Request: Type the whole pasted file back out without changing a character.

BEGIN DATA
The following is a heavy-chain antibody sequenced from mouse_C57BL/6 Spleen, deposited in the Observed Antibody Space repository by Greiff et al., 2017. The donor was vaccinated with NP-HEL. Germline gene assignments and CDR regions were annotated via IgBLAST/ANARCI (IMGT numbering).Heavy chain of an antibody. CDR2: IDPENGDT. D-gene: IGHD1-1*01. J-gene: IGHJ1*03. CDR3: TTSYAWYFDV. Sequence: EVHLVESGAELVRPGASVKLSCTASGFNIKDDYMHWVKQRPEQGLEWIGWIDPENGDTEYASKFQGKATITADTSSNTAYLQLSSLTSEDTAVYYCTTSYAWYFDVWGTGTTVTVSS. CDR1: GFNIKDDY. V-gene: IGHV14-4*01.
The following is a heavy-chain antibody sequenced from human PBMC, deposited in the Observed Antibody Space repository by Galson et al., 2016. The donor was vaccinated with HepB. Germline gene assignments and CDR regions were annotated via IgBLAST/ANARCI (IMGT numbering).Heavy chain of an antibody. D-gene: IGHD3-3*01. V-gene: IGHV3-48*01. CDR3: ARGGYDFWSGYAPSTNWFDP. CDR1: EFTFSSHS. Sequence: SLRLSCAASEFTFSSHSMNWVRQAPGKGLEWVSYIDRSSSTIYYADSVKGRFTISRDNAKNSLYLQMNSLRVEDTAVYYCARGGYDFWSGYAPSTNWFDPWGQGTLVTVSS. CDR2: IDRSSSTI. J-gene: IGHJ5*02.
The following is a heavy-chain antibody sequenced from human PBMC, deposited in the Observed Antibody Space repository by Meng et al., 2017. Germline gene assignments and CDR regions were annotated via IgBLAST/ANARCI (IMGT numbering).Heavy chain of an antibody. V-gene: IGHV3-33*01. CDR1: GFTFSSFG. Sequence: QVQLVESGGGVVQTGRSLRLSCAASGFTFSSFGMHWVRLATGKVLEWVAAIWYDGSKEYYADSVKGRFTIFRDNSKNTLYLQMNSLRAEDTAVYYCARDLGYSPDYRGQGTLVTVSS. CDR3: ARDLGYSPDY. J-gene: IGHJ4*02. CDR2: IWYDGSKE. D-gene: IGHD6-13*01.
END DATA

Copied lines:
The following is a heavy-chain antibody sequenced from mouse_C57BL/6 Spleen, deposited in the Observed Antibody Space repository by Greiff et al., 2017. The donor was vaccinated with NP-HEL. Germline gene assignments and CDR regions were annotated via IgBLAST/ANARCI (IMGT numbering).Heavy chain of an antibody. CDR2: IDPENGDT. D-gene: IGHD1-1*01. J-gene: IGHJ1*03. CDR3: TTSYAWYFDV. Sequence: EVHLVESGAELVRPGASVKLSCTASGFNIKDDYMHWVKQRPEQGLEWIGWIDPENGDTEYASKFQGKATITADTSSNTAYLQLSSLTSEDTAVYYCTTSYAWYFDVWGTGTTVTVSS. CDR1: GFNIKDDY. V-gene: IGHV14-4*01.
The following is a heavy-chain antibody sequenced from human PBMC, deposited in the Observed Antibody Space repository by Galson et al., 2016. The donor was vaccinated with HepB. Germline gene assignments and CDR regions were annotated via IgBLAST/ANARCI (IMGT numbering).Heavy chain of an antibody. D-gene: IGHD3-3*01. V-gene: IGHV3-48*01. CDR3: ARGGYDFWSGYAPSTNWFDP. CDR1: EFTFSSHS. Sequence: SLRLSCAASEFTFSSHSMNWVRQAPGKGLEWVSYIDRSSSTIYYADSVKGRFTISRDNAKNSLYLQMNSLRVEDTAVYYCARGGYDFWSGYAPSTNWFDPWGQGTLVTVSS. CDR2: IDRSSSTI. J-gene: IGHJ5*02.
The following is a heavy-chain antibody sequenced from human PBMC, deposited in the Observed Antibody Space repository by Meng et al., 2017. Germline gene assignments and CDR regions were annotated via IgBLAST/ANARCI (IMGT numbering).Heavy chain of an antibody. V-gene: IGHV3-33*01. CDR1: GFTFSSFG. Sequence: QVQLVESGGGVVQTGRSLRLSCAASGFTFSSFGMHWVRLATGKVLEWVAAIWYDGSKEYYADSVKGRFTIFRDNSKNTLYLQMNSLRAEDTAVYYCARDLGYSPDYRGQGTLVTVSS. CDR3: ARDLGYSPDY. J-gene: IGHJ4*02. CDR2: IWYDGSKE. D-gene: IGHD6-13*01.